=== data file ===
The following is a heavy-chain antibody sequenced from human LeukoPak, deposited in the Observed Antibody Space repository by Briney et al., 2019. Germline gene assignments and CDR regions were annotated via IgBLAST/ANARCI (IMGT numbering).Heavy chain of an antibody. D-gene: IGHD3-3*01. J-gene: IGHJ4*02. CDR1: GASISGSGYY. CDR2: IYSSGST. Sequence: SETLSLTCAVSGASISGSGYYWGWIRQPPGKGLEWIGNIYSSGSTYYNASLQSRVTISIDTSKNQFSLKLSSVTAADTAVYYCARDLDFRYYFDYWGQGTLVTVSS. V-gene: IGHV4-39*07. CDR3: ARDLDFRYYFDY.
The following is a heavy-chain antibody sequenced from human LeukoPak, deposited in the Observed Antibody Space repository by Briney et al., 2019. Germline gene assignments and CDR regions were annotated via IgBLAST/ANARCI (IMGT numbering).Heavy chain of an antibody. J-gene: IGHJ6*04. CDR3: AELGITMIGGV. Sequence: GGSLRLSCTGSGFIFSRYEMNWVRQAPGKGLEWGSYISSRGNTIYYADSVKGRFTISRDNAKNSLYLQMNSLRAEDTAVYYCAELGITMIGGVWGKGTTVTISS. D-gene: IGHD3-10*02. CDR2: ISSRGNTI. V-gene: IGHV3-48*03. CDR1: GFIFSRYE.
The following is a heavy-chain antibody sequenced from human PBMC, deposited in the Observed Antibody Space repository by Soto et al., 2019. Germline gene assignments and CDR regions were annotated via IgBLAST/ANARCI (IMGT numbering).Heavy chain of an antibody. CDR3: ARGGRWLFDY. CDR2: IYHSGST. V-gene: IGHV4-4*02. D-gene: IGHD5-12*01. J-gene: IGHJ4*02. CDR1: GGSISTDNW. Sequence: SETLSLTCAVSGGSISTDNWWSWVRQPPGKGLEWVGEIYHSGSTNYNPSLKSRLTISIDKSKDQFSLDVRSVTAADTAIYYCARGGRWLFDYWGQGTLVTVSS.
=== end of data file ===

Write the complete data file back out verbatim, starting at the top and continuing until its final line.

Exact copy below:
The following is a heavy-chain antibody sequenced from human LeukoPak, deposited in the Observed Antibody Space repository by Briney et al., 2019. Germline gene assignments and CDR regions were annotated via IgBLAST/ANARCI (IMGT numbering).Heavy chain of an antibody. D-gene: IGHD3-3*01. J-gene: IGHJ4*02. CDR1: GASISGSGYY. CDR2: IYSSGST. Sequence: SETLSLTCAVSGASISGSGYYWGWIRQPPGKGLEWIGNIYSSGSTYYNASLQSRVTISIDTSKNQFSLKLSSVTAADTAVYYCARDLDFRYYFDYWGQGTLVTVSS. V-gene: IGHV4-39*07. CDR3: ARDLDFRYYFDY.
The following is a heavy-chain antibody sequenced from human LeukoPak, deposited in the Observed Antibody Space repository by Briney et al., 2019. Germline gene assignments and CDR regions were annotated via IgBLAST/ANARCI (IMGT numbering).Heavy chain of an antibody. J-gene: IGHJ6*04. CDR3: AELGITMIGGV. Sequence: GGSLRLSCTGSGFIFSRYEMNWVRQAPGKGLEWGSYISSRGNTIYYADSVKGRFTISRDNAKNSLYLQMNSLRAEDTAVYYCAELGITMIGGVWGKGTTVTISS. D-gene: IGHD3-10*02. CDR2: ISSRGNTI. V-gene: IGHV3-48*03. CDR1: GFIFSRYE.
The following is a heavy-chain antibody sequenced from human PBMC, deposited in the Observed Antibody Space repository by Soto et al., 2019. Germline gene assignments and CDR regions were annotated via IgBLAST/ANARCI (IMGT numbering).Heavy chain of an antibody. CDR3: ARGGRWLFDY. CDR2: IYHSGST. V-gene: IGHV4-4*02. D-gene: IGHD5-12*01. J-gene: IGHJ4*02. CDR1: GGSISTDNW. Sequence: SETLSLTCAVSGGSISTDNWWSWVRQPPGKGLEWVGEIYHSGSTNYNPSLKSRLTISIDKSKDQFSLDVRSVTAADTAIYYCARGGRWLFDYWGQGTLVTVSS.